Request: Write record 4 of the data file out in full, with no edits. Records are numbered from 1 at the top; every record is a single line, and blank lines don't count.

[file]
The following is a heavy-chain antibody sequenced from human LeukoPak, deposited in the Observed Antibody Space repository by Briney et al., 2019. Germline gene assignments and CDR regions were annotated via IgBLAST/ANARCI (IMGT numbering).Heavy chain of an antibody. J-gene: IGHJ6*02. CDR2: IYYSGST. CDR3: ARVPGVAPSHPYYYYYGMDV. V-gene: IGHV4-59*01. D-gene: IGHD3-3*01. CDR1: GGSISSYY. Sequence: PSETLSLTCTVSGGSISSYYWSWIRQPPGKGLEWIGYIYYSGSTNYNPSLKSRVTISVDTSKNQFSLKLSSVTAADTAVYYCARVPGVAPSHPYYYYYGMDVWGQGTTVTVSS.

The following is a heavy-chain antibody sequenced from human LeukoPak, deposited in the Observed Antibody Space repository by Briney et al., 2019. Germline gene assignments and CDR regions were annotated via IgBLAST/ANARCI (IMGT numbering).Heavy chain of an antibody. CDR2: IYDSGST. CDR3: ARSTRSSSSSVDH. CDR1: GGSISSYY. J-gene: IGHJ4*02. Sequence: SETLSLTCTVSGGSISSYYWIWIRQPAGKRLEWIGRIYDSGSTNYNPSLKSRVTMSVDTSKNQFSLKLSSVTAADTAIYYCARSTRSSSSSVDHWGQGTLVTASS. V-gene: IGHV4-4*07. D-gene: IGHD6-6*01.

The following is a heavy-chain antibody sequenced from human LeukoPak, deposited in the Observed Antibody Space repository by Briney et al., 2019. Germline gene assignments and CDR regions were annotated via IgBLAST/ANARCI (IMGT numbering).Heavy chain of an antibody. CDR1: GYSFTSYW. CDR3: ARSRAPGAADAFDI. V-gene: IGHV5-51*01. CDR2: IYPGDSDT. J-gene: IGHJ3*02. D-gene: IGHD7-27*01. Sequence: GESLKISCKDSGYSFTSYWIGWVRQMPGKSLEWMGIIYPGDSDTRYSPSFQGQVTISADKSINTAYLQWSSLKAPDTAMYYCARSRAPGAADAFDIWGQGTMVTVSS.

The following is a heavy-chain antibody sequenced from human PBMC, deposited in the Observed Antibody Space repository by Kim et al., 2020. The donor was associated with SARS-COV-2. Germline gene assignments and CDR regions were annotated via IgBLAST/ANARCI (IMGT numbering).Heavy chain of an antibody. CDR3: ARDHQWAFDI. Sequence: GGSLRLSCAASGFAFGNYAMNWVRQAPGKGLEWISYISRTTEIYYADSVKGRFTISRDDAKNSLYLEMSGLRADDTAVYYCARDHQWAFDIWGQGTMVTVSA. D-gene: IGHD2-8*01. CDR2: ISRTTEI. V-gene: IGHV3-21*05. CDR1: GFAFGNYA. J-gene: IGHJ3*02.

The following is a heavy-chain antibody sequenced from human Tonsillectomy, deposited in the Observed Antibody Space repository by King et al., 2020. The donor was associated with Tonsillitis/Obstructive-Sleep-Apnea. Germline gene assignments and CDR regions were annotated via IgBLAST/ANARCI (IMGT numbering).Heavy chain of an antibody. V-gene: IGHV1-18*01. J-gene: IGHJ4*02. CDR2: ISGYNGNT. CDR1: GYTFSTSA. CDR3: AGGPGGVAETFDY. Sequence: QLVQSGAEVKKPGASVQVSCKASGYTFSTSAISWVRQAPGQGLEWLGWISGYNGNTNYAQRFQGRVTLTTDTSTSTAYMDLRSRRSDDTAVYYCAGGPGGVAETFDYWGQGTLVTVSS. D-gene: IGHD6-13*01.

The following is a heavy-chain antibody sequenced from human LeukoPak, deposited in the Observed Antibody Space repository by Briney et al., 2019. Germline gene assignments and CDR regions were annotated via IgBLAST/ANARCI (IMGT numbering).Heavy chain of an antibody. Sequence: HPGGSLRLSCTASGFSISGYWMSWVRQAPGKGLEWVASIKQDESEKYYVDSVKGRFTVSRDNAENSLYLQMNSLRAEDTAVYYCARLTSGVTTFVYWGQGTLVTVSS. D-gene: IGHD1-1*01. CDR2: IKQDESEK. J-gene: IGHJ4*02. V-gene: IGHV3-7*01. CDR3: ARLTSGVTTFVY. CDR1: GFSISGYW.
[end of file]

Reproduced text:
The following is a heavy-chain antibody sequenced from human PBMC, deposited in the Observed Antibody Space repository by Kim et al., 2020. The donor was associated with SARS-COV-2. Germline gene assignments and CDR regions were annotated via IgBLAST/ANARCI (IMGT numbering).Heavy chain of an antibody. CDR3: ARDHQWAFDI. Sequence: GGSLRLSCAASGFAFGNYAMNWVRQAPGKGLEWISYISRTTEIYYADSVKGRFTISRDDAKNSLYLEMSGLRADDTAVYYCARDHQWAFDIWGQGTMVTVSA. D-gene: IGHD2-8*01. CDR2: ISRTTEI. V-gene: IGHV3-21*05. CDR1: GFAFGNYA. J-gene: IGHJ3*02.